An X-ray is a picture of your joint or your bone, but it doesn’t often tell us much about what is causing your pain. We know this because patients can have really degenerative and arthritic joints on X-ray, but don’t have pain. The opposite is also true; you can have a normal X-ray and be in excruciating pain. This is because there is little to no relationship between the severity of arthritis and pain.
Patients often come to our office very dejected after being told by the doctor that they have arthritis, as if they have been sentenced to constant pain for the rest of their days. Nothing could be further from the truth. In many cases, the onset of pain is recent but the arthritis has been slowly coming on for years to decades, so why now must they be saddled with constant pain? This myth of pain equals arthritis is something that PT’s work very hard to dispel with patients on a daily basis.
If not, it is hurting your performance on the field or in the office.
Having normal sleep patterns is something that many people struggle with, but having a routine can be a huge boost to your energy, performance, and pain levels. Research recommends that adults get 7-9 hours of uninterrupted sleep per night. This goes for those people that say, “I only need about 4-5 hours of sleep.” You may be able to function on less sleep, but that does not mean you are functioning optimally.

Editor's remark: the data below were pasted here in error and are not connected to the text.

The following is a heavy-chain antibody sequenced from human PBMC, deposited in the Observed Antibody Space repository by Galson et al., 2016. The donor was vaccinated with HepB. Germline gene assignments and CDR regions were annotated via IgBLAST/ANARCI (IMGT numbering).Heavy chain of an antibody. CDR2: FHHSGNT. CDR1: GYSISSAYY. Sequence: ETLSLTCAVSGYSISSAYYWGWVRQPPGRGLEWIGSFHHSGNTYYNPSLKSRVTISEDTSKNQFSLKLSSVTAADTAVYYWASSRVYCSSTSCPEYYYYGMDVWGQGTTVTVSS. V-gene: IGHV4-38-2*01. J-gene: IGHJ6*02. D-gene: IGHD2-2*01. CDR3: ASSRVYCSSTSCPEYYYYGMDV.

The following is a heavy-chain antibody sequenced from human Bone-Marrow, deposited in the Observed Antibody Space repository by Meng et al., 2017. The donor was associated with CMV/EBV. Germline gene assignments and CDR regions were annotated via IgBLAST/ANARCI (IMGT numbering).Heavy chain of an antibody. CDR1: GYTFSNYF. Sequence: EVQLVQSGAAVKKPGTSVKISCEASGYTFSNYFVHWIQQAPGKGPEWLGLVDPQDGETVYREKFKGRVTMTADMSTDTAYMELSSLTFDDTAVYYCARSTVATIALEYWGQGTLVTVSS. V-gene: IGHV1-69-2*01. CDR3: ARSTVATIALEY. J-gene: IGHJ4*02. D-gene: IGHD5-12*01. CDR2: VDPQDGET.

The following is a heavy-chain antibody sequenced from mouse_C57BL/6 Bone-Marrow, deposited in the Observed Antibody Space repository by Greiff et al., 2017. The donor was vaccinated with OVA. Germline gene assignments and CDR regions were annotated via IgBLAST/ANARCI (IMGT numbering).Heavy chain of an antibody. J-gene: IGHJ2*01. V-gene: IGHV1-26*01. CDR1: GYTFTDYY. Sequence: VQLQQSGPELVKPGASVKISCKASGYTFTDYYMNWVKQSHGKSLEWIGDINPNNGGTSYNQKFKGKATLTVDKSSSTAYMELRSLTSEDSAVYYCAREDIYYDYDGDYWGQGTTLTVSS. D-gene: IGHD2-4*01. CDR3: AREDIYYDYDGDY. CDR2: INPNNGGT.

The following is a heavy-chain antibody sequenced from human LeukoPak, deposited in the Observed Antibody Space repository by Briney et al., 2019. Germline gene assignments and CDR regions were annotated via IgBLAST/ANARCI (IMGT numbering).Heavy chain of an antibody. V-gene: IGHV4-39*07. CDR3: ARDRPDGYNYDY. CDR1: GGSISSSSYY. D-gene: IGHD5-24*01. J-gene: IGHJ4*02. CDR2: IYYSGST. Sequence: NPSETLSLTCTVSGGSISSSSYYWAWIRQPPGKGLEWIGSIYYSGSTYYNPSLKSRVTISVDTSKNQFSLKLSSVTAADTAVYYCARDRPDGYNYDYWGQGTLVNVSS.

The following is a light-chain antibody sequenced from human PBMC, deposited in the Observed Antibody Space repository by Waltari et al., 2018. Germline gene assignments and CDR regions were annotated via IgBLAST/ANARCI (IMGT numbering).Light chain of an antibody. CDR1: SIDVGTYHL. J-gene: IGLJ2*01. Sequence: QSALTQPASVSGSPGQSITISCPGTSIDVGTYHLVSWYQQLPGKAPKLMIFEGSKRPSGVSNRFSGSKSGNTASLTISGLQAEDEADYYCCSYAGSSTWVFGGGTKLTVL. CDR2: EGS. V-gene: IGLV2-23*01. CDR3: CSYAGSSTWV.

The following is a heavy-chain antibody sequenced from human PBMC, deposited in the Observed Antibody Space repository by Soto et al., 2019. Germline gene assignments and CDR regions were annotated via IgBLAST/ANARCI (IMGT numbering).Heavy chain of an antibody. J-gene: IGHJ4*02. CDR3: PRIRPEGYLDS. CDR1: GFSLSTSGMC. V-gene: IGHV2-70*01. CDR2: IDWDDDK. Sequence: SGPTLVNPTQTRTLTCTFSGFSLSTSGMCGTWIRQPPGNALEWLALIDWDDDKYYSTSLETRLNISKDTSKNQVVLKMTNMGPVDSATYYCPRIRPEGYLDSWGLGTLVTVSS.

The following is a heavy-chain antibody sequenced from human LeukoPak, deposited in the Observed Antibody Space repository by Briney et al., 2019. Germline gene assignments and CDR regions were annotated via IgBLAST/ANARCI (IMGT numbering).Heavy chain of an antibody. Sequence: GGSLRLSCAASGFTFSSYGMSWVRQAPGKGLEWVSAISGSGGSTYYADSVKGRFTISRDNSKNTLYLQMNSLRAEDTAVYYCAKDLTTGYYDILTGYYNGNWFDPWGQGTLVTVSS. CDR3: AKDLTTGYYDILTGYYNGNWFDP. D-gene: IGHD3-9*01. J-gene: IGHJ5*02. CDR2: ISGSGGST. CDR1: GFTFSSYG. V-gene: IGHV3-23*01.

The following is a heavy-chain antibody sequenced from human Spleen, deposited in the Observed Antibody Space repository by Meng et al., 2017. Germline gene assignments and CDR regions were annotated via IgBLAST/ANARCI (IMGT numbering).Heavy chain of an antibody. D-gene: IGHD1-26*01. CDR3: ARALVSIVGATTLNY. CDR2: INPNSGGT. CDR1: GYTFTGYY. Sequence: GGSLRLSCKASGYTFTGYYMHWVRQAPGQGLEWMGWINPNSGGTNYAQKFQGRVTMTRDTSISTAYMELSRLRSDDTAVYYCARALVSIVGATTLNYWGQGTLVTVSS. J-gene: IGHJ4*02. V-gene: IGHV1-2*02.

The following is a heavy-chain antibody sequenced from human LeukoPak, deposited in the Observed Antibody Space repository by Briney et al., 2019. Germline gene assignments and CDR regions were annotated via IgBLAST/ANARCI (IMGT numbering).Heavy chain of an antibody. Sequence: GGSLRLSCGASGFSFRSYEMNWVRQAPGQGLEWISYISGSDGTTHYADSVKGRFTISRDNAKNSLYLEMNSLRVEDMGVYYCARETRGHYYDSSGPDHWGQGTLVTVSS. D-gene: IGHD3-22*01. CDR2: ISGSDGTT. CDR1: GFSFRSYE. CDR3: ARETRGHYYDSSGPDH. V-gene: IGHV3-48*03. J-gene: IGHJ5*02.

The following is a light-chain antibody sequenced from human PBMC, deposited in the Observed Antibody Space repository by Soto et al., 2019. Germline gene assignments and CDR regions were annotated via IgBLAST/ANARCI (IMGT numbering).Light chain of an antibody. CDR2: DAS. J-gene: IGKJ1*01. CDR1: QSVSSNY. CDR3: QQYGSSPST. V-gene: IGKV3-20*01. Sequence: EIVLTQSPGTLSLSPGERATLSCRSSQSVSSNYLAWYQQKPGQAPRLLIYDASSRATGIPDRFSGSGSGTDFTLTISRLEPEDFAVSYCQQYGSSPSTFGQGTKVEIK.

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Also it is important to know that all tissues heal at a relatively predictable rate even if there are other factors that might slow healing. Pain is often not very well correlated with how much tissue damage has occurred.
In short this statement is False
Referred pain from the thoracic spine (mid back) and referred pain from the cervical spine (neck) can both make people feel as if they are having a heart attack.
This very thing happened to a friend of mine this week and that is why I thought it would be appropriate to discuss.
She rose from the couch and immediately got a sharp stabbing pain on the left side of her chest/ribs. As she would take a deep breath the pain became sharper and more intense. The only relief that she could get was from bending forward but even that did not totally relieve her pain. The pain was so bad initially that she was feeling nauseous. Of course my friend immediately thought she was having a heart attack because of the chest pain and difficulty taking a deep breath. Was my friend crazy for thinking she was having a heart attack? Lets look at the “symptoms of a heart attack” as published by the American Heart Association.